Monday, October 1, 2012

"Miss Manners" Guide to Parent Teacher Conferences

Photo by google images and

Welcome October! Parents and teachers around the nation will soon be scheduling the all important communication about the success of each student into 15 to 20 minute increments.  Often while sitting in very tiny chairs they will  talk about very big topics like academic, social, and emotional development. In this high stress environment it is always good to stick with the basics therefore I have composed a 5 point "Miss Manners" guide to increase the effectiveness of Parent Teacher Conferences:

  1. Be Prepared.  Attend the Open House and make notes so you are familiar with the teacher. Have a special folder that you keep on hand to put your child's noteworthy (strength and weakness) papers. Speak to your child about their school experience. Consult with other adults in your child's life (tutor, counselor, sitter) to collect observations about your child in different settings. Reflect on last year's challenges and triumphs.  Gather all of this input and consider the most salient points to share with the teacher.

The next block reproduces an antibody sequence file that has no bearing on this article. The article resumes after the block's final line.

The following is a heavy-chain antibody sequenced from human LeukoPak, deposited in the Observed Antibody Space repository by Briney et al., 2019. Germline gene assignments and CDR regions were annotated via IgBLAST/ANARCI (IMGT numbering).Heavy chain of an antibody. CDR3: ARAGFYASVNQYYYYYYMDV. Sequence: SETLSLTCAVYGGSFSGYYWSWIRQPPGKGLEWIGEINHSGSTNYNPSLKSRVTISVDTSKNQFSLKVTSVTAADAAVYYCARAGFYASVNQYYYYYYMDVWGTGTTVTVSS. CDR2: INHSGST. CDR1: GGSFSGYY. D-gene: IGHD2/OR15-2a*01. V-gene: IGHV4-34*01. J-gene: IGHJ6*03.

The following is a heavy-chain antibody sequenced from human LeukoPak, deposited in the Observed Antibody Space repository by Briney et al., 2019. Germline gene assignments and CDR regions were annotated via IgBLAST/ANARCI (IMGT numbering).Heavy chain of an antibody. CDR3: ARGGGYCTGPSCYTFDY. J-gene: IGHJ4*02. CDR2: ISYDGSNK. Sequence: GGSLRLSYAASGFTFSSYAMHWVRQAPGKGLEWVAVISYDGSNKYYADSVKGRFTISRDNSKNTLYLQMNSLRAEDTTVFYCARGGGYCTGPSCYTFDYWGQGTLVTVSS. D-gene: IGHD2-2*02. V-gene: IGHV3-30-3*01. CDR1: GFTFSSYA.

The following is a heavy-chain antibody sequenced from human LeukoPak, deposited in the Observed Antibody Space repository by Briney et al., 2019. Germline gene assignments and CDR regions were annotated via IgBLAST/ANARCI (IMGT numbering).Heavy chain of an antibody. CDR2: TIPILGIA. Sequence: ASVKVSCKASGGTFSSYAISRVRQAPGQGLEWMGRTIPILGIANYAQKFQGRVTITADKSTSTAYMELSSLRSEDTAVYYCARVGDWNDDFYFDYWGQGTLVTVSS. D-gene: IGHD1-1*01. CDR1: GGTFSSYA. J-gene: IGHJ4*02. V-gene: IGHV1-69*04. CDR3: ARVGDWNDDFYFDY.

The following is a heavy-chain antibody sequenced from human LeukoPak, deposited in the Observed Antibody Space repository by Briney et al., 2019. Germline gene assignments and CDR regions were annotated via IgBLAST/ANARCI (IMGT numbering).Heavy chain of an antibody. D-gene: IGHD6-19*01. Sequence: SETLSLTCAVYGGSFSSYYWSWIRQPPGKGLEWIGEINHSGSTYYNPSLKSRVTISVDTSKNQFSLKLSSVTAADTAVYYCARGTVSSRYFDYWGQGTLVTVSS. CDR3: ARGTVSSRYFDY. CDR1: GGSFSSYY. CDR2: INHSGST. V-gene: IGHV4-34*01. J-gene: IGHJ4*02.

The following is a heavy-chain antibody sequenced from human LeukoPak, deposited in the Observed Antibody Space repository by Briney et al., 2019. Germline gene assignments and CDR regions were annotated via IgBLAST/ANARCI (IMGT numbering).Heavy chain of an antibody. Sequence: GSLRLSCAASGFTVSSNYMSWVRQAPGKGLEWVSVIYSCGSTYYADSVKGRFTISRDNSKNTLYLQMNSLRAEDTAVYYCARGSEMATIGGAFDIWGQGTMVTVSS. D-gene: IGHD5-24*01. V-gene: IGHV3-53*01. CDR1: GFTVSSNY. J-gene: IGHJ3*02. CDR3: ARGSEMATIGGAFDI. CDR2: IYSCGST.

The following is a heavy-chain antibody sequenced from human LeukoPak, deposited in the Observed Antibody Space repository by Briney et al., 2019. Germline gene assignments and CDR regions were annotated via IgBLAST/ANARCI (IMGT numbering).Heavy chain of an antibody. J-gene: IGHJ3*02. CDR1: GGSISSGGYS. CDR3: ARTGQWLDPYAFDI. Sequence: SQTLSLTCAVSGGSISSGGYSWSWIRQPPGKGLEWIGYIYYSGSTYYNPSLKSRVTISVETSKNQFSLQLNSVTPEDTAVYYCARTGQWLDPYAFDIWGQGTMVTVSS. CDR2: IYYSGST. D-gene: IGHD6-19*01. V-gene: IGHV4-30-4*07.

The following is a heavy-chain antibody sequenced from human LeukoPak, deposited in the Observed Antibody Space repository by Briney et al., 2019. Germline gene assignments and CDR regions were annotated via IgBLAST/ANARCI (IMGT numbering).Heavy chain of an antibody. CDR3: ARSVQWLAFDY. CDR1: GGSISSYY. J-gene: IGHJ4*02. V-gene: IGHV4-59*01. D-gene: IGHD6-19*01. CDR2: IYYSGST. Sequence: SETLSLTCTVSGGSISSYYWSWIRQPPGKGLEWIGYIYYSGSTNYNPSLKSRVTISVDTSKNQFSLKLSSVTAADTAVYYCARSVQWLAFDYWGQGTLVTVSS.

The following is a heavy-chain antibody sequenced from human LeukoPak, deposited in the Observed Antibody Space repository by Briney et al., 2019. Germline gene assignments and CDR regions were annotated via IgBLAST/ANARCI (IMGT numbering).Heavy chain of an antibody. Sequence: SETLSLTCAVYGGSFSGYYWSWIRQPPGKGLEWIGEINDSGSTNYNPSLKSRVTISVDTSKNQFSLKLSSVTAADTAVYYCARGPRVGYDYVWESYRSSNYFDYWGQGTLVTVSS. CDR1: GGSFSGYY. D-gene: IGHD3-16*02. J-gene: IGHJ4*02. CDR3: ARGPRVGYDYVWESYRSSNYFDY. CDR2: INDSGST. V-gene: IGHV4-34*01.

2.  Be Punctual.  Remember when you were taught you only have one chance to make a first impression?  Teachers run a tight schedule and punctuality is one way that you will show respect.  Dress appropriately for the meeting and arrive early.  Bring your folder with you so you can review your questions and input before it is your turn. 
  3. Be Friendly, Stay Calm.  Smile at the teacher and shake hands.  Have a compliment ready to start the conference on a positive note.  Expect that the teacher will have constructive as well as positive feedback about your child.  Refrain from defensiveness, you are collecting information and have limited time.  Take notes so you can remember the feedback so you can revisit it again in a more neutral setting at your leisure. 
  4. Be Open-Minded.  If you or the teacher have identified a problem area, you will need to develop a short term action plan.  Be proactive in asking the teacher what you can do at home to support the issue in the classroom. Breathe! Take suggestions with grace, you will have another opportunity to revisit suggestions in a follow up meeting.  Determine the best way to contact the teacher later to evaluate progress regarding the problem area.
  5. Be Grateful. Take the time to write a thank you note.  Teachers appreciate this far more than apple shaped mugs or gift cards.  Summarize the points that were helpful to you in the meeting and express your interest in working together to help your child succeed this year. Share the highlights with your child and communicate a positive message about school and the teacher.

Make the world a better place-Represent your most "mannerly" (emotionally intelligent) self in your teamwork with school.  The teacher AND your child will notice!


  1. Wonderful post! This should be handed out at all PTA meetings.

  2. Thanks Brandi- wanting all families to have a good experience at school!